Critical inquiry, arts-based methodologies and participatory approaches for sustainable heritage futures of post-industrial contexts
This session addresses a perpetuating disjunction between conceptualisation of heritage and heritage making in heritage studies vis-a-vis heritage management and conservation of industrial heritage sites. There is an inevitable impact of this disjunction on advancing policy in people- and place-centred approaches to heritage futures. This session aims to explore ways in which tangible and intangible traces of the past can be utilised creatively in shaping desirable places to dwell and work. How can we address re-placing the natural and social legacy in neglected urban settings of industrial heritage sites through assembling informal archives and experimenting with art, while engaging local communities in building more equitable futures?
Over the last decades, we witnessed an accelerated growth of participatory approaches, citizen activism, and arts-based methods that informed ways of problematizing heritage as emergent and dynamic phenomenon produced through multiple discourses, practices, performativity and rituals. Yet, these approaches advance conceptualisation of heritage that is more fluid and context-dependent than definitions produced by architectural and urban practices and the archaeological and scientific methods used in heritage management and conservation. Contributions in this session critically reflect and creatively explore how new methods can be accommodated within and adopted alongside existing praxis of heritage management studies concerning industrial heritage sites:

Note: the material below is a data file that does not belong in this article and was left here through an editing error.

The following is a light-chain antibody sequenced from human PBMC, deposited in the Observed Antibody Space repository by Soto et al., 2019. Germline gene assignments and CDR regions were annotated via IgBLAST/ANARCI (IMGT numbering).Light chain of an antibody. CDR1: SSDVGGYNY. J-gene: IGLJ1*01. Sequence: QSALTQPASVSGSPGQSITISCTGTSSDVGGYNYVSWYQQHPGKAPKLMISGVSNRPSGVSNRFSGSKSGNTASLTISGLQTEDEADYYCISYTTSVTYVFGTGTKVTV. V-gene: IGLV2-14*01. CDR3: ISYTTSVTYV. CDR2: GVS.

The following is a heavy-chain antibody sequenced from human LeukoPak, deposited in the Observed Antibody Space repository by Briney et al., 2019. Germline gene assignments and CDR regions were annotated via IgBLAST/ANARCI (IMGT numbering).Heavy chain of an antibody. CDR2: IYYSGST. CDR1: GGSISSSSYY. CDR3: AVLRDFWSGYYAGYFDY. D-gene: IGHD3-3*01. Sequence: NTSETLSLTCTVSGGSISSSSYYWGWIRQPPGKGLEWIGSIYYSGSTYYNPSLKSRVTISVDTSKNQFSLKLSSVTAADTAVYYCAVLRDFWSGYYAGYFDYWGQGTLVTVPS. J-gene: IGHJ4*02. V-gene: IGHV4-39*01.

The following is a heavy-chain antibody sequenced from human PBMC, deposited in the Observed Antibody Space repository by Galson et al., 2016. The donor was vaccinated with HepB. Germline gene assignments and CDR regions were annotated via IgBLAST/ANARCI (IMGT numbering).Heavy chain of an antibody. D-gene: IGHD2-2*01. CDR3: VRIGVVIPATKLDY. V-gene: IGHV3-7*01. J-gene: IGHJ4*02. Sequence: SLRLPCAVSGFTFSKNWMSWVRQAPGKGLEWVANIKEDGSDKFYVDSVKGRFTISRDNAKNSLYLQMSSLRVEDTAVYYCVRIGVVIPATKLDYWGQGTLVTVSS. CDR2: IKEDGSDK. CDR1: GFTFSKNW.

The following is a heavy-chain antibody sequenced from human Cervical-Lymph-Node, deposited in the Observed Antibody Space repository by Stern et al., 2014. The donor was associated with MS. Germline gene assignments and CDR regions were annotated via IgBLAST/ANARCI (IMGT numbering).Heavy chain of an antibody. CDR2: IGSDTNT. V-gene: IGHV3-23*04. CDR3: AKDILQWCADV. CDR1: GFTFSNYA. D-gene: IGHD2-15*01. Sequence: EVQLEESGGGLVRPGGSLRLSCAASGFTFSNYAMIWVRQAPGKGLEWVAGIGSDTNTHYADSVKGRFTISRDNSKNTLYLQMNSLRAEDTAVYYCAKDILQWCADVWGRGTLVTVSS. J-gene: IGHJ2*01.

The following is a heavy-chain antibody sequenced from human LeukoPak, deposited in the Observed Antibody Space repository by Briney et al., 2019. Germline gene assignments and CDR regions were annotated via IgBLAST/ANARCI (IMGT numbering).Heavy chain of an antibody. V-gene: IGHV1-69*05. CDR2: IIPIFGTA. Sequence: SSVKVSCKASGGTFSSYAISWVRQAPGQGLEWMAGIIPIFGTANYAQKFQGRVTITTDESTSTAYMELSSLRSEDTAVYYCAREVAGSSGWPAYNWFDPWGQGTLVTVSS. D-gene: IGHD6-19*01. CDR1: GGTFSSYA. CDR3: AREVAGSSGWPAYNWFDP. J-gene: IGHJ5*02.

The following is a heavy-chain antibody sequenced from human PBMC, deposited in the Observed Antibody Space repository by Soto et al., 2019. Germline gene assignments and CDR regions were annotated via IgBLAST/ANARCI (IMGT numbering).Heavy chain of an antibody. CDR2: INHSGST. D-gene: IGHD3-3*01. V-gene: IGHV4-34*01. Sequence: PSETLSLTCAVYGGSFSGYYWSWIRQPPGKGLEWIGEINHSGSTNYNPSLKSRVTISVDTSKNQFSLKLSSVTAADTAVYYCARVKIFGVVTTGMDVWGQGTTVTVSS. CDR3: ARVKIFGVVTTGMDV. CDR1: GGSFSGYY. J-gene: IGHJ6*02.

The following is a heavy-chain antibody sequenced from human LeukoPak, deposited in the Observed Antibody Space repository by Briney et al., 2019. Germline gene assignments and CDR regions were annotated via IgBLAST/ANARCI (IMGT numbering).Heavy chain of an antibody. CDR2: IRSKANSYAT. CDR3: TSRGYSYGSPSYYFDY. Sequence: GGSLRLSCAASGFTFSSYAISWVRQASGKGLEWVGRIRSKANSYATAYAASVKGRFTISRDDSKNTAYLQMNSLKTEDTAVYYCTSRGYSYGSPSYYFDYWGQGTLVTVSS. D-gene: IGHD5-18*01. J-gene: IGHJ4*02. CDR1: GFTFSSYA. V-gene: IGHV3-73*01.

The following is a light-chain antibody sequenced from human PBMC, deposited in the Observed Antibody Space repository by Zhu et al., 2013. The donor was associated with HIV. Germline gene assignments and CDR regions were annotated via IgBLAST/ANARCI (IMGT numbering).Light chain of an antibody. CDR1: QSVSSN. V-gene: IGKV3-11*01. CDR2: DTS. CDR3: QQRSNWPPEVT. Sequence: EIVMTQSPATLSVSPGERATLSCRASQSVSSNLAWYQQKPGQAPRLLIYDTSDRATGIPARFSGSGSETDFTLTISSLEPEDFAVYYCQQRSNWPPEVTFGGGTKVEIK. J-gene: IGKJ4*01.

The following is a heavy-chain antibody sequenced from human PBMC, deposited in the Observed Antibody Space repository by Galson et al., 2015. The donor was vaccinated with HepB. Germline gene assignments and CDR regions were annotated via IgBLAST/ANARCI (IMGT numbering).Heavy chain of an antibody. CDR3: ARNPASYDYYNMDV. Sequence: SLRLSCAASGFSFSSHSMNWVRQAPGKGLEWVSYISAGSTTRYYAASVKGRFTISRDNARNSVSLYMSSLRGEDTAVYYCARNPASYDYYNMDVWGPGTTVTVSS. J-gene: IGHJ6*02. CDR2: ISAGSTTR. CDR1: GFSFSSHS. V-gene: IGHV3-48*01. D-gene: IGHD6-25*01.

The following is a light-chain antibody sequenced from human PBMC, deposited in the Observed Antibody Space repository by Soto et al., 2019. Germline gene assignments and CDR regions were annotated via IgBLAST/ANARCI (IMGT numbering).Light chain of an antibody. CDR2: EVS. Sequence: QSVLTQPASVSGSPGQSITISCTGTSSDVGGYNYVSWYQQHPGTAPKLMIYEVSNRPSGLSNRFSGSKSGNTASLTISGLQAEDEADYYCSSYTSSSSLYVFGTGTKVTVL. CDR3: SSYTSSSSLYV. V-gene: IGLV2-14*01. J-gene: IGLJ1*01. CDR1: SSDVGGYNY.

- How to engage methodologically and conceptually with processes of change concerning neglected sites and industrial ruins through critical and creative practice?
- How different methods can help to improve sustainable access to and conservation of industrial heritage?
- How can we support the citizen’s sustainable engagement in management of heritage of vernacular and post-industrial sites through volunteerism, activism, and socially and/or environmentally engaged artivism?
- How the bottom-up processes, through on-site and online forms of collectivism and relationality might enhance an overall understanding of the challenges facing urban management, placemaking, urban planning, and conservation praxes, concerning industrial heritage, to reduce the effects of major cultural disconnections that threaten urban futures?